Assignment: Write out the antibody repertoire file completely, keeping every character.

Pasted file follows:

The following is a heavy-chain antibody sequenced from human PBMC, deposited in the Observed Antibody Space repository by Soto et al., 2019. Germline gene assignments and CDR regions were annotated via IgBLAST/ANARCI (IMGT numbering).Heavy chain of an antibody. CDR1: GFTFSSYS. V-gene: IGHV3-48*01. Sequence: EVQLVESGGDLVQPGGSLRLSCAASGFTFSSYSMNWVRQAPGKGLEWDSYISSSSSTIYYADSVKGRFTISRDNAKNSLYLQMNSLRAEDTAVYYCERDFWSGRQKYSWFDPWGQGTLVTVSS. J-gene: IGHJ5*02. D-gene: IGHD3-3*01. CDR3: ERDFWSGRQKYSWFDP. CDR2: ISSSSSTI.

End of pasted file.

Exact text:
The following is a heavy-chain antibody sequenced from human PBMC, deposited in the Observed Antibody Space repository by Soto et al., 2019. Germline gene assignments and CDR regions were annotated via IgBLAST/ANARCI (IMGT numbering).Heavy chain of an antibody. CDR1: GFTFSSYS. V-gene: IGHV3-48*01. Sequence: EVQLVESGGDLVQPGGSLRLSCAASGFTFSSYSMNWVRQAPGKGLEWDSYISSSSSTIYYADSVKGRFTISRDNAKNSLYLQMNSLRAEDTAVYYCERDFWSGRQKYSWFDPWGQGTLVTVSS. J-gene: IGHJ5*02. D-gene: IGHD3-3*01. CDR3: ERDFWSGRQKYSWFDP. CDR2: ISSSSSTI.